But Sheffield Council today strongly criticised the Environment Secretary and said “only a very small minority of people in Sheffield object to the tree replacement programme”, while expressing surprise Mr Gove had not contacted them about the issue prior to sending the letter.
Mr Gove’s intervention is the latest development in an increasingly-bitter battle between Sheffield Council and campaigners.
The Labour-led council will find out next week whether it has been successful in winning High Court injunctions against three protesters, including Mr Dillner and Green Party councillor Alison Teal, to prevent them participating in future ‘direct action’ to stop the removal of trees.
If the injunctions are granted, those involved could be chased for damages or even face the prospect of jail should they disobey the orders. The council claims the action is a last resort after months of disruption to the felling programme, with protesters’ tactics including standing directly under trees scheduled for removal.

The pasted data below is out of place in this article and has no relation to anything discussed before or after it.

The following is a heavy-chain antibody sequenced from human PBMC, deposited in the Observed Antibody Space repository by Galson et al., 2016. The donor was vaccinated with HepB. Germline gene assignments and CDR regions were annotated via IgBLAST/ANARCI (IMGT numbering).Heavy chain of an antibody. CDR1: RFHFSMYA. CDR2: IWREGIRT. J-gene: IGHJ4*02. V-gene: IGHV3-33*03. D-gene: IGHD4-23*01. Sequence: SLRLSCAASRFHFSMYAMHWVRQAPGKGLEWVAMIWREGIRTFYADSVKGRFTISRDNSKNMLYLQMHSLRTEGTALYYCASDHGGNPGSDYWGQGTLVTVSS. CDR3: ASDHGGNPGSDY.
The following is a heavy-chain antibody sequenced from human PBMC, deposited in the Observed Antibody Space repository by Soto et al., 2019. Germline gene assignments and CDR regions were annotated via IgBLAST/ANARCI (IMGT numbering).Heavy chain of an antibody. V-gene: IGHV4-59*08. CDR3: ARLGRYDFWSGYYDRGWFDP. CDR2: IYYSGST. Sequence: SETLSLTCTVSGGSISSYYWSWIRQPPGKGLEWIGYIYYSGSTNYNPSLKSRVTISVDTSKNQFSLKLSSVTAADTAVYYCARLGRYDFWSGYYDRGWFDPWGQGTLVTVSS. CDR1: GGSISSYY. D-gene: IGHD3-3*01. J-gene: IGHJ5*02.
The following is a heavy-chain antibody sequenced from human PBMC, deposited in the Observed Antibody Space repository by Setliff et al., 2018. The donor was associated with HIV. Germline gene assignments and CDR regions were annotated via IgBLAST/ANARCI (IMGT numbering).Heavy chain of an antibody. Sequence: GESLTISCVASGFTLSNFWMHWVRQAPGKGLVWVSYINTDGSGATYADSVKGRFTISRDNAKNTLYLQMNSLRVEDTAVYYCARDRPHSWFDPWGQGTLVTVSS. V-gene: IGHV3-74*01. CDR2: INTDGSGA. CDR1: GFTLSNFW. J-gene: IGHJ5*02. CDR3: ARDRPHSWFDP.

Several other campaigners sent legal letters have already signed undertakings pledging not to take part in direct action protests.
Coun Teal today said: “Despite our political differences, I am delighted that the Secretary of State, Michael Gove, is calling upon Sheffield Council to end the tree-felling programme.
"I am embarrassed to be a member of a council that is being criticised on a national level for such woeful standards of community engagement and transparency. Thousands of residents have objected to the council spending millions cutting down our city’s most beautiful and beneficial assets.”
The ongoing row has previously seen 14 people arrested but no charges brought after the CPS dropped all cases.